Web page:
The Simple Joy of Being Active: Lessons Learned From Little Kids on My First Day as “Coach Pete”
Posted on September 12 2010
“Wow, my heart is beating really hard!” Those were the words that made this one of the best days that I have had in quite some time, and they were uttered by a 5 year old boy. Before I elaborate, let’s step back a bit for some background…
A few weeks ago, my wife informed me that I was going to be the coach of my 5 year-old daughter’s soccer team. I think her actual words we “we are going to be coaching her team,” but with an infant in the family who needs Mom for one of his essential needs, I knew what this statement really meant. She told me that the Recreation Department had called and said that they were desperate for coaches, and that as yet our daughter’s team had nobody to fill the role. Given that my wife and I both played soccer in high school, she volunteered, figuring that we could manage despite our lack of any form of coaching experience. I was a bit apprehensive at first, but I knew that it was time for me to give something back, especially since so many other parents have volunteered their time to coach my kids in other sports that they have played.
One of my biggest sources of apprehension was that although I played soccer for many years and know the rules well, I wasn’t sure how to translate this experience to a group of 4-5 year-olds. Thankfully, my son is also playing soccer this Fall in the next higher age group, and I was able to watch his practice earlier in the week in order to get some ideas. The other thing that I have going for me is that although I tend to be quiet and low-key around other adults, being around kids turns me into a total goofball, and I have no problem horsing around and making a fool of myself if it makes a kid laugh. When I’m with a group of kids, I can shut out all of the adults who might be watching, and truly be myself.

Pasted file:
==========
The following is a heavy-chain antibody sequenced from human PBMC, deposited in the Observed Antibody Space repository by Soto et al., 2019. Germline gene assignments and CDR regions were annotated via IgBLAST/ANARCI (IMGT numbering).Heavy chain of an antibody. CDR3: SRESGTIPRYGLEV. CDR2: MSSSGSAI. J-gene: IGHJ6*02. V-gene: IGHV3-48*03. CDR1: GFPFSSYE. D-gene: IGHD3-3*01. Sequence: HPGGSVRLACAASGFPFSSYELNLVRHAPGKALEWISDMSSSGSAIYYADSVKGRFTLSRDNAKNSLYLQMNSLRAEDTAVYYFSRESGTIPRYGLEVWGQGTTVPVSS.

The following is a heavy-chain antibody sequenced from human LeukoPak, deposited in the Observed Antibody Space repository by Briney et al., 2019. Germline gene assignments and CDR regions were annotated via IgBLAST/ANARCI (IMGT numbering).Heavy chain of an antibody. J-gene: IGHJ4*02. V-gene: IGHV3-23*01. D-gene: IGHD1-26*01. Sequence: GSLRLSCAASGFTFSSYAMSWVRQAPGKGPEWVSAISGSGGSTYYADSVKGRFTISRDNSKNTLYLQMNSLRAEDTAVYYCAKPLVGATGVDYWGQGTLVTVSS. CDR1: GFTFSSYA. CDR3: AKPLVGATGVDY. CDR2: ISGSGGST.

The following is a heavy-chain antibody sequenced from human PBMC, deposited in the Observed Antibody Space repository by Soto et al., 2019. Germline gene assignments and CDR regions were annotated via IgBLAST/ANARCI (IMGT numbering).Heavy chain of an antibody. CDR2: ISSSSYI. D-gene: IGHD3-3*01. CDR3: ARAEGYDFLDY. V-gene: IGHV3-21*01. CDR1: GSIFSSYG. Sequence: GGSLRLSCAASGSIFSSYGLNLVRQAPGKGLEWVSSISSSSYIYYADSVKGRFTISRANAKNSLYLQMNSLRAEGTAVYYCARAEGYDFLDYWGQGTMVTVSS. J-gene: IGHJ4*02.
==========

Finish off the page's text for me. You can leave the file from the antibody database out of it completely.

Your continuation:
This morning was my team’s first practice. My philosophy was simply to get them moving and laughing, with the only real goal being that they have a lot of fun – it turned out to be far easier than I anticipated. The thing I love about kids is that they live to be active – they spent nearly the entire time running, laughing, and having a blast – it’s a lesson that many adults could learn a lot from. Kids are also so free with their emotions. They wear their joy on their faces openly, and when they are upset about something (like when someone has taken their pink ball), you can tell immediately. I had one little boy who was extremely shy, so his dad helped him out, but eventually he started to get a bit more comfortable. It made my day when he was willing to give me a high five at the end of our practice – it’s funny how such a small gesture can mean so much.
We adults expend a lot of effort in attempts to teach and guide our children, but sometimes, if you take the time to stop, watch, and listen, they can teach you lessons as well. The 45 minute practice went by in a flash, and as I gathered them together at the end I asked them if they had fun. All seemed to have had a great time, and it was at that point that one of the boys made the statement that I opened this post with. His heart was beating hard because he had played hard. In that simple statement, he taught me more than I could ever teach myself about my own exercise habits. After beating myself to a pulp last week out on the road and suffering the consequences of pushing too hard, I decided to run home from soccer practice, about 9.5 miles, and to do so at a slow pace so that I could digest the experience of being “Coach Pete.” Even more, I simply wanted to feel the joy of being outside on a beautiful day, and to experience completely the satisfaction that comes with listening to my heart beat hard because I was having fun doing something that I love.